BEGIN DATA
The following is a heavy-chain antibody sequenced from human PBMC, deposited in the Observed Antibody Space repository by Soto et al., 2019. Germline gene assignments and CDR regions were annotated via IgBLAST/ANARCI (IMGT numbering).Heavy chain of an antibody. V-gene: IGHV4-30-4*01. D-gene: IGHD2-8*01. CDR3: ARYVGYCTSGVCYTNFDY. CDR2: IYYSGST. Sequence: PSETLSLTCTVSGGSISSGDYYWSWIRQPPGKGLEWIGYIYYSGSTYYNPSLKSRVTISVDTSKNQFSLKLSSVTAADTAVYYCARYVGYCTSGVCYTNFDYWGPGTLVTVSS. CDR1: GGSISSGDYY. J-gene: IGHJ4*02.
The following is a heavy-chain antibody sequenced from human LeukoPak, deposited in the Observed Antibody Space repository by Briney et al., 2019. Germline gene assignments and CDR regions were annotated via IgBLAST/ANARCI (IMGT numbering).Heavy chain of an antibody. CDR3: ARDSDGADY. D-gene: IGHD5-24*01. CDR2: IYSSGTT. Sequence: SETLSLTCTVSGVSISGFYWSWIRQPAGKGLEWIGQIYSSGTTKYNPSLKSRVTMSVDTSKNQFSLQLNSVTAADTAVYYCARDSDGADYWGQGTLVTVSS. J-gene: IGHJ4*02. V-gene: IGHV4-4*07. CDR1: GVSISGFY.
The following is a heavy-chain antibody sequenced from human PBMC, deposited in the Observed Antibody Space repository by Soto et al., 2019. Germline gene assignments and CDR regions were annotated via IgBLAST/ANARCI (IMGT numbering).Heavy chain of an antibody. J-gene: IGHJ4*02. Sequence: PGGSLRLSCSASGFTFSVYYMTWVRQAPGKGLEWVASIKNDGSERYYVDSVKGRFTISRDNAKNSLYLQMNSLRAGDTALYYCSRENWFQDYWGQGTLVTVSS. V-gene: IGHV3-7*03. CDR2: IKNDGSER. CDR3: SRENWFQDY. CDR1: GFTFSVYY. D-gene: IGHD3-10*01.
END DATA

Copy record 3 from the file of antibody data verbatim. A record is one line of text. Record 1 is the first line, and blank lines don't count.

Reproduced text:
The following is a heavy-chain antibody sequenced from human PBMC, deposited in the Observed Antibody Space repository by Soto et al., 2019. Germline gene assignments and CDR regions were annotated via IgBLAST/ANARCI (IMGT numbering).Heavy chain of an antibody. J-gene: IGHJ4*02. Sequence: PGGSLRLSCSASGFTFSVYYMTWVRQAPGKGLEWVASIKNDGSERYYVDSVKGRFTISRDNAKNSLYLQMNSLRAGDTALYYCSRENWFQDYWGQGTLVTVSS. V-gene: IGHV3-7*03. CDR2: IKNDGSER. CDR3: SRENWFQDY. CDR1: GFTFSVYY. D-gene: IGHD3-10*01.